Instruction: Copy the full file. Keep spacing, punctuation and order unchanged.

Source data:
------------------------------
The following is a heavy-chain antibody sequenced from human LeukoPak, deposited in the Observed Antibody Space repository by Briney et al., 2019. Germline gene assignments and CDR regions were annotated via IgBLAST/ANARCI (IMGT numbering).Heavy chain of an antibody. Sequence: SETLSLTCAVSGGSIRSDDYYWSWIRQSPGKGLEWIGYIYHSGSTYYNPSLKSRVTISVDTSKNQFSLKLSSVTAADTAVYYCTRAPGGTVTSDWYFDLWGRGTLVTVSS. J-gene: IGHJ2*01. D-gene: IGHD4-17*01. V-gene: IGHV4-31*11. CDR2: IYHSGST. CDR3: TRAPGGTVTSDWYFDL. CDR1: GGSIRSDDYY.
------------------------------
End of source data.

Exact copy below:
The following is a heavy-chain antibody sequenced from human LeukoPak, deposited in the Observed Antibody Space repository by Briney et al., 2019. Germline gene assignments and CDR regions were annotated via IgBLAST/ANARCI (IMGT numbering).Heavy chain of an antibody. Sequence: SETLSLTCAVSGGSIRSDDYYWSWIRQSPGKGLEWIGYIYHSGSTYYNPSLKSRVTISVDTSKNQFSLKLSSVTAADTAVYYCTRAPGGTVTSDWYFDLWGRGTLVTVSS. J-gene: IGHJ2*01. D-gene: IGHD4-17*01. V-gene: IGHV4-31*11. CDR2: IYHSGST. CDR3: TRAPGGTVTSDWYFDL. CDR1: GGSIRSDDYY.